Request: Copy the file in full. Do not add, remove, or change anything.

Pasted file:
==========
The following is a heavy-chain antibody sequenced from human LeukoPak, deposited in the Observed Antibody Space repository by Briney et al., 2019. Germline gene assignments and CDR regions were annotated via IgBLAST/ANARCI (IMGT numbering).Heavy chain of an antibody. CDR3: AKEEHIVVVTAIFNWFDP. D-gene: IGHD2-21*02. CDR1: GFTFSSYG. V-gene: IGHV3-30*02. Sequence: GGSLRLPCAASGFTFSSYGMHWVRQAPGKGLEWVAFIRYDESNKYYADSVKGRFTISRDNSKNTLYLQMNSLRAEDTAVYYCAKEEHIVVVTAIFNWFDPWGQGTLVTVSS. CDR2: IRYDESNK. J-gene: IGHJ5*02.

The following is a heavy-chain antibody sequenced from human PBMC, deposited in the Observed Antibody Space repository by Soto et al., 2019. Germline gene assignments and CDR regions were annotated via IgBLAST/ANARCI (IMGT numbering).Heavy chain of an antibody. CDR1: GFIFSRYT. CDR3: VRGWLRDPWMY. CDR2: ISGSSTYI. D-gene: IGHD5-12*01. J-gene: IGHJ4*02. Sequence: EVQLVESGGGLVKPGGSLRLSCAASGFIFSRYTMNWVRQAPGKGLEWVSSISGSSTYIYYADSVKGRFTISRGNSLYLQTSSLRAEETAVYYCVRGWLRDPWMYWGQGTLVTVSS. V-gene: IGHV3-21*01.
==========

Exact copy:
The following is a heavy-chain antibody sequenced from human LeukoPak, deposited in the Observed Antibody Space repository by Briney et al., 2019. Germline gene assignments and CDR regions were annotated via IgBLAST/ANARCI (IMGT numbering).Heavy chain of an antibody. CDR3: AKEEHIVVVTAIFNWFDP. D-gene: IGHD2-21*02. CDR1: GFTFSSYG. V-gene: IGHV3-30*02. Sequence: GGSLRLPCAASGFTFSSYGMHWVRQAPGKGLEWVAFIRYDESNKYYADSVKGRFTISRDNSKNTLYLQMNSLRAEDTAVYYCAKEEHIVVVTAIFNWFDPWGQGTLVTVSS. CDR2: IRYDESNK. J-gene: IGHJ5*02.

The following is a heavy-chain antibody sequenced from human PBMC, deposited in the Observed Antibody Space repository by Soto et al., 2019. Germline gene assignments and CDR regions were annotated via IgBLAST/ANARCI (IMGT numbering).Heavy chain of an antibody. CDR1: GFIFSRYT. CDR3: VRGWLRDPWMY. CDR2: ISGSSTYI. D-gene: IGHD5-12*01. J-gene: IGHJ4*02. Sequence: EVQLVESGGGLVKPGGSLRLSCAASGFIFSRYTMNWVRQAPGKGLEWVSSISGSSTYIYYADSVKGRFTISRGNSLYLQTSSLRAEETAVYYCVRGWLRDPWMYWGQGTLVTVSS. V-gene: IGHV3-21*01.